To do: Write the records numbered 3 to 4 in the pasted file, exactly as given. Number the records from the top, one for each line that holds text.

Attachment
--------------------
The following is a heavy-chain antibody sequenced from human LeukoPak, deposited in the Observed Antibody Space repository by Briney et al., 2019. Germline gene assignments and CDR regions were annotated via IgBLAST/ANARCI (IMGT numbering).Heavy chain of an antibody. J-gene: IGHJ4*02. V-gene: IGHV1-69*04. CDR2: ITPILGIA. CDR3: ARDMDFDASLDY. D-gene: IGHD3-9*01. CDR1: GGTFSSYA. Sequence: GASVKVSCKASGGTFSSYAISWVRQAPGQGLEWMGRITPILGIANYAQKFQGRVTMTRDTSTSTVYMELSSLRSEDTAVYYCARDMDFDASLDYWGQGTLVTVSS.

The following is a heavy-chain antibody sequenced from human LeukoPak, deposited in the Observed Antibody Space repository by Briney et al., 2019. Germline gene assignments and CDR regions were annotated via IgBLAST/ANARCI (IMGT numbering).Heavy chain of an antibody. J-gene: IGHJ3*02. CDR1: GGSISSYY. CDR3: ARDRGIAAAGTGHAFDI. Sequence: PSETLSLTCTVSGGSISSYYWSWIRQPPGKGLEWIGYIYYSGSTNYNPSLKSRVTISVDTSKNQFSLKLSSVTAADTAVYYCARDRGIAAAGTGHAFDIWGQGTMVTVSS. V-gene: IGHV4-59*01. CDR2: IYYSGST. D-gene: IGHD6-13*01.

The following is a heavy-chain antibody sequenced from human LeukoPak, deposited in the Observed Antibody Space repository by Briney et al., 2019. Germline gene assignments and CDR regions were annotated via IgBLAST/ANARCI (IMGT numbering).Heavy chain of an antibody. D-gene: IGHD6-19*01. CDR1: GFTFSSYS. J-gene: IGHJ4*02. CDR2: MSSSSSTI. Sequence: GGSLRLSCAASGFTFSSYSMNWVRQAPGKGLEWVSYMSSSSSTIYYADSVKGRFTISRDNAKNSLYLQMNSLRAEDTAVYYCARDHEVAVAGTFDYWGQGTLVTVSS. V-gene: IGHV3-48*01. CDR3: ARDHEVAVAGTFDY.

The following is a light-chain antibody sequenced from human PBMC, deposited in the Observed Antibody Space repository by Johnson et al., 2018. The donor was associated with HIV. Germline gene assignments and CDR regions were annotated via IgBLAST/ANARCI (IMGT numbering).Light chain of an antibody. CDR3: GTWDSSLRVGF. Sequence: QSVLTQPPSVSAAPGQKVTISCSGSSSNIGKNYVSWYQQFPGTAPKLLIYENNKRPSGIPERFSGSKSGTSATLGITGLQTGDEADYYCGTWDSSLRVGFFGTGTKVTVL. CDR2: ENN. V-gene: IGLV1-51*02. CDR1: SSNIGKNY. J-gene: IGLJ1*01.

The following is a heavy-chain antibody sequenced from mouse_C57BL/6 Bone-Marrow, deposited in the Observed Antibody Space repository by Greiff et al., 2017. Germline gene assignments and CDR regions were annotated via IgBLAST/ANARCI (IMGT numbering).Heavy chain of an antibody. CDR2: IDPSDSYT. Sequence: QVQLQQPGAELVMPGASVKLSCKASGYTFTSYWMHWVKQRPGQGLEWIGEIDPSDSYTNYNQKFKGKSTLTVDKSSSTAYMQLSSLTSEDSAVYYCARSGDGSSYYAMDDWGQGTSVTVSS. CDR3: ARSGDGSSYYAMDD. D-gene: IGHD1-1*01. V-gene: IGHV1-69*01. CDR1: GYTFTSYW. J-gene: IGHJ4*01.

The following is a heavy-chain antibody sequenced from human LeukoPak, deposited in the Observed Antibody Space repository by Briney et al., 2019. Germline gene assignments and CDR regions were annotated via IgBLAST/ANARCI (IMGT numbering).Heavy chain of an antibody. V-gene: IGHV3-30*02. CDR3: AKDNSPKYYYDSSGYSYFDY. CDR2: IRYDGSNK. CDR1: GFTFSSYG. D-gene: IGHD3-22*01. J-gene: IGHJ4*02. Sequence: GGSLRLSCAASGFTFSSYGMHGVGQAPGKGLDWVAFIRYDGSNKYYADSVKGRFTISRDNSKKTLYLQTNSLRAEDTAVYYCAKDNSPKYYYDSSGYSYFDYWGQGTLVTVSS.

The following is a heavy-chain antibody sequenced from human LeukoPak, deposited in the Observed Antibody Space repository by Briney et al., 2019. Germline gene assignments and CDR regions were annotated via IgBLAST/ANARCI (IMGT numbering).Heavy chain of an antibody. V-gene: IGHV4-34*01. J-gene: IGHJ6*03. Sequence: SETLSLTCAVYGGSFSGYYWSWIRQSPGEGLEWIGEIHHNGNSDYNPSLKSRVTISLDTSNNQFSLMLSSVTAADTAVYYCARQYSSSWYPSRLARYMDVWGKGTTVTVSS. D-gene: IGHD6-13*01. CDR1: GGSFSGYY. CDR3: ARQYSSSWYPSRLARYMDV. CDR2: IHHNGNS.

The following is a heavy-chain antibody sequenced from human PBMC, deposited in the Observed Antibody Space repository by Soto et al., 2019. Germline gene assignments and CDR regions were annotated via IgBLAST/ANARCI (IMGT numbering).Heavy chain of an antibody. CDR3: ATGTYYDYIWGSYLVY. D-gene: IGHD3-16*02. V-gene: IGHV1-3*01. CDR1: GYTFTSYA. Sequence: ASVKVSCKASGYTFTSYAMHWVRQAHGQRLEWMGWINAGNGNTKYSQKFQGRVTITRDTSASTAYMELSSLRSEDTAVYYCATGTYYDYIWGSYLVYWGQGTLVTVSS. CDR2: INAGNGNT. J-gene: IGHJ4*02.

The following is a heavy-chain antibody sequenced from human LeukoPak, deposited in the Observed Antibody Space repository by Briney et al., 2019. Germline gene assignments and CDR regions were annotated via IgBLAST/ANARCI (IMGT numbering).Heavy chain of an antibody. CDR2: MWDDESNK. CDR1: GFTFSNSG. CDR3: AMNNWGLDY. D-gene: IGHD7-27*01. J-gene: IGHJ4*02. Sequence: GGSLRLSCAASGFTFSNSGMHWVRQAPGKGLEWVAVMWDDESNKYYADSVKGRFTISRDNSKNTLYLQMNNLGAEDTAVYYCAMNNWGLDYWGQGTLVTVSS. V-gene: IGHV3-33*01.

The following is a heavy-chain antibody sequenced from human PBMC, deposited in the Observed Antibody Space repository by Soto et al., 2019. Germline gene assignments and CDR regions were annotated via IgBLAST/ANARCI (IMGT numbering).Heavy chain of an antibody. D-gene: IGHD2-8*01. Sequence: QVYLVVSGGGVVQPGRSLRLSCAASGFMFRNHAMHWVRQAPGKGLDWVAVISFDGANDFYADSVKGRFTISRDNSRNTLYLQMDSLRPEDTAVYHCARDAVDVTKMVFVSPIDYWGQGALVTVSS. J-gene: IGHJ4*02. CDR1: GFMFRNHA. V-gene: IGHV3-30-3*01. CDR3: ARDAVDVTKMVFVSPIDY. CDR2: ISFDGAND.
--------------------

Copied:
The following is a heavy-chain antibody sequenced from human LeukoPak, deposited in the Observed Antibody Space repository by Briney et al., 2019. Germline gene assignments and CDR regions were annotated via IgBLAST/ANARCI (IMGT numbering).Heavy chain of an antibody. D-gene: IGHD6-19*01. CDR1: GFTFSSYS. J-gene: IGHJ4*02. CDR2: MSSSSSTI. Sequence: GGSLRLSCAASGFTFSSYSMNWVRQAPGKGLEWVSYMSSSSSTIYYADSVKGRFTISRDNAKNSLYLQMNSLRAEDTAVYYCARDHEVAVAGTFDYWGQGTLVTVSS. V-gene: IGHV3-48*01. CDR3: ARDHEVAVAGTFDY.

The following is a light-chain antibody sequenced from human PBMC, deposited in the Observed Antibody Space repository by Johnson et al., 2018. The donor was associated with HIV. Germline gene assignments and CDR regions were annotated via IgBLAST/ANARCI (IMGT numbering).Light chain of an antibody. CDR3: GTWDSSLRVGF. Sequence: QSVLTQPPSVSAAPGQKVTISCSGSSSNIGKNYVSWYQQFPGTAPKLLIYENNKRPSGIPERFSGSKSGTSATLGITGLQTGDEADYYCGTWDSSLRVGFFGTGTKVTVL. CDR2: ENN. V-gene: IGLV1-51*02. CDR1: SSNIGKNY. J-gene: IGLJ1*01.